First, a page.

Joanne

expert

Remembering loved ones at Christmas

If you've been bereaved, what's the best way to handle it at Christmas?

Remembering loved ones at Christmas

Editor's note: Last year when we published this a number of people approached us – through Twitter and emails – to say how hard Christmas can be for bereaved families and how much they appreciated an article that acknowledged this and provided some means of coping. With that in mind, we've brought it out again for Christmas 2011.

Traditionally, Christmas is a time of year for families to get together. But sometimes when our families gather, this is when we notice the empty spaces the most.

Whether this is your first Christmas without someone you love, or if it's many years since you were bereaved, it can still be a tough time of year for anyone who has lost someone special. These are some of the things you might do to remember your missing loved ones at Christmas:

  • Put a decoration on the tree in their memory
    I have a decoration with my brother's name engraved on it which he was given as a child. Sadly he passed away 18 years ago and so never met my children, but I think this is a nice way to remember him. Perhaps you or your children could create a decoration for your loved one.
  • As part of your Christmas meal, make a special toast to family members no longer around
    This could be an opportunity to focus on the happy memories they have given you. We also use my late granny's trifle bowl for our traditional Christmas Eve trifle, so she is still at the table in spirit (though probably not too happy that we are using her best crystal bowl).
  • Light a candle in your local church or at home in their memory
    I have wandered into random churches to do this and they never seem to mind as long as you leave a few pennies in the collection box. It helps to have a physical action to symbolise your feelings, and help you move on.
  • Talk about your feelings
    Your children won't understand how you're feeling, and will likely be hyped up by the thought of Christmas. Try not to get irritated by this. It's OK to say "I'm feeling sad because I'm thinking about Grandad" - and perhaps their mood can lift you up as well.
  • Be kind to yourself
    When the rest of the world seems to be showing its happiest face, it can be hard to admit that you feel sad. But it's OK to pause, or take a step away from the celebrations. It's OK to feel sad sometimes, it's a natural part of bereavement.
  • Don't over-crowd your calendar and take it easy when you need to
    My dad died on the 23rd December 2003 and was buried on Boxing Day. I always tend to feel a bit wobbly on the 23rd, so I don't plan much for that day and tend to spend it quietly. But neither do I let his death overshadow Christmas because I don't think that's what he would have wanted.

 

Further information

There are some thoughtful tips here specially for bereaved parents at Christmas. And this article is  for anyone who has lost a partner and is facing their first Christmas alone.

Cruse Bereavement Care are a nationwide organisation offering a telephone helpline, face to face support and online resources.

Your GP is the first person to talk to if you would like to find a bereavement counsellor in your area.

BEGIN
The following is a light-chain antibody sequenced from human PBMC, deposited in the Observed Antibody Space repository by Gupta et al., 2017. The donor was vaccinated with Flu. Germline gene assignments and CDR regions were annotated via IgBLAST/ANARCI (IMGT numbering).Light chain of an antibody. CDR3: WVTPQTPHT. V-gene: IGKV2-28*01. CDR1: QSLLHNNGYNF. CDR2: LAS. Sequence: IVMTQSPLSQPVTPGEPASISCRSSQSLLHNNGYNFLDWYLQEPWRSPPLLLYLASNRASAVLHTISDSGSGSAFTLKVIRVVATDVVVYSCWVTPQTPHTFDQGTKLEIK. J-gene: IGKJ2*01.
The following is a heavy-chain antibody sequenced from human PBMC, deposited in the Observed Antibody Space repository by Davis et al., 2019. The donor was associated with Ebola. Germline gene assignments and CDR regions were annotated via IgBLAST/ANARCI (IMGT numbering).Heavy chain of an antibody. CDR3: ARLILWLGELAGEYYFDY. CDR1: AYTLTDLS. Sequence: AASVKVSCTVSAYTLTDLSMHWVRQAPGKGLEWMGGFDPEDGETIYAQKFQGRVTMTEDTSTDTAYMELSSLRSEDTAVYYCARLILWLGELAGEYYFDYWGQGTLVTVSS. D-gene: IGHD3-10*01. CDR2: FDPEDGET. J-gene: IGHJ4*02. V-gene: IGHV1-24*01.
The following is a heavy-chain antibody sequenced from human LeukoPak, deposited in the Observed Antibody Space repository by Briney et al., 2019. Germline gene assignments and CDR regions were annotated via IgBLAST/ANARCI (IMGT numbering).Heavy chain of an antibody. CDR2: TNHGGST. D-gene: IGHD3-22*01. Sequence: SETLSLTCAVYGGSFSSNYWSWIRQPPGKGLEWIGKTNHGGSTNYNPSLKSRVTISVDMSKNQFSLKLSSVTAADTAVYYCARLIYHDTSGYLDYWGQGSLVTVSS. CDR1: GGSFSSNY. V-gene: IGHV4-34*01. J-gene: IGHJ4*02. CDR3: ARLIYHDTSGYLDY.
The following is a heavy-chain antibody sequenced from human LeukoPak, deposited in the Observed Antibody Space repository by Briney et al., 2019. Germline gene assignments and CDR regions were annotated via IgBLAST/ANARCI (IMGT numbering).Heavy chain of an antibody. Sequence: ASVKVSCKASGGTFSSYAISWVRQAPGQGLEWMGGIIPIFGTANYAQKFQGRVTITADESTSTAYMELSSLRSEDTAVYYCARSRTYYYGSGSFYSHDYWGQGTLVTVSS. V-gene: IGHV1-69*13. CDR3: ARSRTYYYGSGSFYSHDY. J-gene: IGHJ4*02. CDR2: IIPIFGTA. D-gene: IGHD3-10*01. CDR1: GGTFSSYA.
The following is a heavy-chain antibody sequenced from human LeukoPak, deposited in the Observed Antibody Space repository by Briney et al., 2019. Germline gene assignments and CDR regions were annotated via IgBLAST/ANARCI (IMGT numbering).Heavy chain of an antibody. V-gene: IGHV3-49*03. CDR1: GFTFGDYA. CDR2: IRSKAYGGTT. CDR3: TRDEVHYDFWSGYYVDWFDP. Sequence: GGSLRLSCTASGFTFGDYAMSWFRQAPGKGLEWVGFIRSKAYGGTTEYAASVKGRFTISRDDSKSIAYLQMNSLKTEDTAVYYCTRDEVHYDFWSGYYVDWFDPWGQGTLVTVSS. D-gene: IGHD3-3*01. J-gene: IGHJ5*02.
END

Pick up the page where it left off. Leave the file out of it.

6 Comments

  • Ellen

    mum

    Ellen Arnison

    10 December, 2010

    That's lovely thanks. We seem to have one or two empty spaces this year and your post has some good suggestions.

  • Linda

    editor

    Linda Jones, Editor

    10 December, 2010

    Hi Joanne, thank you so much for such a thoughtful and well put together post on such a sensitive subject. As you know I was working on a book about children and bereavement, it's such an important part of life but so often overlooked. I hope you and yours have a wonderful Christmas, something tells me you will and there will be lots and lots of laughs. xx

  • Small_blank

    admin

    Ready for Ten admin

    10 December, 2010

    Thank you Joanne what a lovely post. We have empty spaces at our table too and you have made some really thoughtful suggestions to help us share our Christmas with those that we love, that can't be with us.

    We talk opening to our children about their three grandparents that live in heaven, so I think making a decoration for them to go on our tree is a really lovely idea that will enable our children to include them in our festivities.

    Leigh
    Ready for Ten Team

  • Small_blank
    kateab

    18 December, 2010

    Thanks for this. It was the 10th anniversary of my dad's death yesterday and I blogged about it. As it turned out, I cried more writing the post and reading it back than I did on the day itself. It helped me set my mind about lots of things. As it turned out, I didn't get the chance to have much time to myself as my kids finished school early for end of term and I was chasing round after them.

    Lots of people do assume that everyone is happy because it is Christmas but honestly? That ain't true? People grieving over lost loved ones or the end of a special relationship for whatever reason will feel the loss more keenly at Christmas than at any other time. Especially if it means you are left lonely when everyone else is spending quality time with family or friends.

    Anyway, my blog post is here: http://thefivefsblog.blogspot.com/2010/12/today-is-day.html
    if you want to take a look.

  • Small_blank
    notSupermum

    24 December, 2010

    Lovely post. My Dad passed away this year and it will be my first year without either of my parents. It's going to be a bit strange, but I'll be raising a glass to both Mum and Dad on Christmas day. Thanks.

  • Alison p

    mum

    Alison Percival

    03 December, 2011

    Really good post Joanne. The trifle bowl rang a bell. I think of all of these ideas are so helpful.

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